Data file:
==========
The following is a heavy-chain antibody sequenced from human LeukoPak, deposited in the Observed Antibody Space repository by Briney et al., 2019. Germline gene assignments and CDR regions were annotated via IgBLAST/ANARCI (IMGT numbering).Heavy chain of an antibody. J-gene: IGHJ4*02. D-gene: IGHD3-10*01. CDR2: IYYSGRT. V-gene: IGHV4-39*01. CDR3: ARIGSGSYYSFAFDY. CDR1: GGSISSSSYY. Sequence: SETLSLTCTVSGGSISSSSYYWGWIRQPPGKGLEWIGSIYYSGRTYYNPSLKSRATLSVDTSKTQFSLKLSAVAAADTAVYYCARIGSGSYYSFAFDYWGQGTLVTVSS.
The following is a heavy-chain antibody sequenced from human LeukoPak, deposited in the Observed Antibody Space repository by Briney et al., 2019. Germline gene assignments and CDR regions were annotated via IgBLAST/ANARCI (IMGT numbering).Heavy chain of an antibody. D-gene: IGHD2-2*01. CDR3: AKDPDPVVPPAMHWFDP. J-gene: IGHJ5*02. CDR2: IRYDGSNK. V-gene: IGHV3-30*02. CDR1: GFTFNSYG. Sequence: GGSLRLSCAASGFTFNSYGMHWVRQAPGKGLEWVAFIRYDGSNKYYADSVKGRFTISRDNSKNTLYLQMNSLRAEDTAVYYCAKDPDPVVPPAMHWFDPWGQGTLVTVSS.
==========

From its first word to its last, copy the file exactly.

The following is a heavy-chain antibody sequenced from human LeukoPak, deposited in the Observed Antibody Space repository by Briney et al., 2019. Germline gene assignments and CDR regions were annotated via IgBLAST/ANARCI (IMGT numbering).Heavy chain of an antibody. J-gene: IGHJ4*02. D-gene: IGHD3-10*01. CDR2: IYYSGRT. V-gene: IGHV4-39*01. CDR3: ARIGSGSYYSFAFDY. CDR1: GGSISSSSYY. Sequence: SETLSLTCTVSGGSISSSSYYWGWIRQPPGKGLEWIGSIYYSGRTYYNPSLKSRATLSVDTSKTQFSLKLSAVAAADTAVYYCARIGSGSYYSFAFDYWGQGTLVTVSS.
The following is a heavy-chain antibody sequenced from human LeukoPak, deposited in the Observed Antibody Space repository by Briney et al., 2019. Germline gene assignments and CDR regions were annotated via IgBLAST/ANARCI (IMGT numbering).Heavy chain of an antibody. D-gene: IGHD2-2*01. CDR3: AKDPDPVVPPAMHWFDP. J-gene: IGHJ5*02. CDR2: IRYDGSNK. V-gene: IGHV3-30*02. CDR1: GFTFNSYG. Sequence: GGSLRLSCAASGFTFNSYGMHWVRQAPGKGLEWVAFIRYDGSNKYYADSVKGRFTISRDNSKNTLYLQMNSLRAEDTAVYYCAKDPDPVVPPAMHWFDPWGQGTLVTVSS.